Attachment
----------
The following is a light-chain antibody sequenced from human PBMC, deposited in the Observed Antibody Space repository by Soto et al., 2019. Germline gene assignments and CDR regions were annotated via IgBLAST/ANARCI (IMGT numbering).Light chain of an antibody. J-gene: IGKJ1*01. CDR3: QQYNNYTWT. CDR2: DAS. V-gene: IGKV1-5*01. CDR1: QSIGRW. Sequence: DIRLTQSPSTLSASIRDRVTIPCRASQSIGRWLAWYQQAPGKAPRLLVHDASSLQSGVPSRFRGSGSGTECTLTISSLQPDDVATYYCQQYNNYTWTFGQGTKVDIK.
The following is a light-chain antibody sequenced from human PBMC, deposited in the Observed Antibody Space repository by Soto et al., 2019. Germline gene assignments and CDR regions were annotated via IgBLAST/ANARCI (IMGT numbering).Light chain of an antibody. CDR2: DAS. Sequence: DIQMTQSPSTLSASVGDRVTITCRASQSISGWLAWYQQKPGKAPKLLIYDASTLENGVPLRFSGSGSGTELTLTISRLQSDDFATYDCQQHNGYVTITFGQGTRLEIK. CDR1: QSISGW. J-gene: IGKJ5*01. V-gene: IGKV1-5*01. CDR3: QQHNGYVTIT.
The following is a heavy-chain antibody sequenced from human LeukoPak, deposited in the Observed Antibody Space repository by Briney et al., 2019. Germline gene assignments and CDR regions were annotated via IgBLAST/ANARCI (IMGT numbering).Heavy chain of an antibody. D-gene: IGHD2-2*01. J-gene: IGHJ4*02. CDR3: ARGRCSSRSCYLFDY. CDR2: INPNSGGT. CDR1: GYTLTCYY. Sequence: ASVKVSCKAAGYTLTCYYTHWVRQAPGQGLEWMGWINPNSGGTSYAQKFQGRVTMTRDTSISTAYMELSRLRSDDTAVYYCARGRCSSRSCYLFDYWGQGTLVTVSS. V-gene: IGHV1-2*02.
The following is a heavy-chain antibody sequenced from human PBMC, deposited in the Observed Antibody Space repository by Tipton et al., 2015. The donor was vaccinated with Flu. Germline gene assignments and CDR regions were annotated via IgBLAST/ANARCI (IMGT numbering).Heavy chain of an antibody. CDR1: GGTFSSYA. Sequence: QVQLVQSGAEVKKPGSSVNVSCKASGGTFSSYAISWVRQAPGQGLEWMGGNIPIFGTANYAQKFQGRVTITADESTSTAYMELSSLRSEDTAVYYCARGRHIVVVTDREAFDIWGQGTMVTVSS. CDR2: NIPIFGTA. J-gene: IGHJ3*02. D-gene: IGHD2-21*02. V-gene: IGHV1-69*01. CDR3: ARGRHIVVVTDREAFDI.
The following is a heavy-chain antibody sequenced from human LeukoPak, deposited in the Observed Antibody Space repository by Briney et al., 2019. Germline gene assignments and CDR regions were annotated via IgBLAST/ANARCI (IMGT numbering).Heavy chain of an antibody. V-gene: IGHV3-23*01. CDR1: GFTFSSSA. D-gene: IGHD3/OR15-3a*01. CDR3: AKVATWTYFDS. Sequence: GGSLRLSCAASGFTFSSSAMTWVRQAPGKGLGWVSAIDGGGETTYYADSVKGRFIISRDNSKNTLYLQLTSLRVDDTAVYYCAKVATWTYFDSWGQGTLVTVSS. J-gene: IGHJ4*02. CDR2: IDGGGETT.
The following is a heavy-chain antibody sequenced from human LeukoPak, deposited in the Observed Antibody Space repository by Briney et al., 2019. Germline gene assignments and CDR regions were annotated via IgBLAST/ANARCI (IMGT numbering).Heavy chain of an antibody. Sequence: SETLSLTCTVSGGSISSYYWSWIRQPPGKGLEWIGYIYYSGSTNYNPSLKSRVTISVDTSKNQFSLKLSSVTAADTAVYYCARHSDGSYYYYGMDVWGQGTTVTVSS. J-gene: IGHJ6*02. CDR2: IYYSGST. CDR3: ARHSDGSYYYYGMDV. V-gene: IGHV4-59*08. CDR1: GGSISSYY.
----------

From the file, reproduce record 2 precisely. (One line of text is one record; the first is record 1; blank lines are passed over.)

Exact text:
The following is a light-chain antibody sequenced from human PBMC, deposited in the Observed Antibody Space repository by Soto et al., 2019. Germline gene assignments and CDR regions were annotated via IgBLAST/ANARCI (IMGT numbering).Light chain of an antibody. CDR2: DAS. Sequence: DIQMTQSPSTLSASVGDRVTITCRASQSISGWLAWYQQKPGKAPKLLIYDASTLENGVPLRFSGSGSGTELTLTISRLQSDDFATYDCQQHNGYVTITFGQGTRLEIK. CDR1: QSISGW. J-gene: IGKJ5*01. V-gene: IGKV1-5*01. CDR3: QQHNGYVTIT.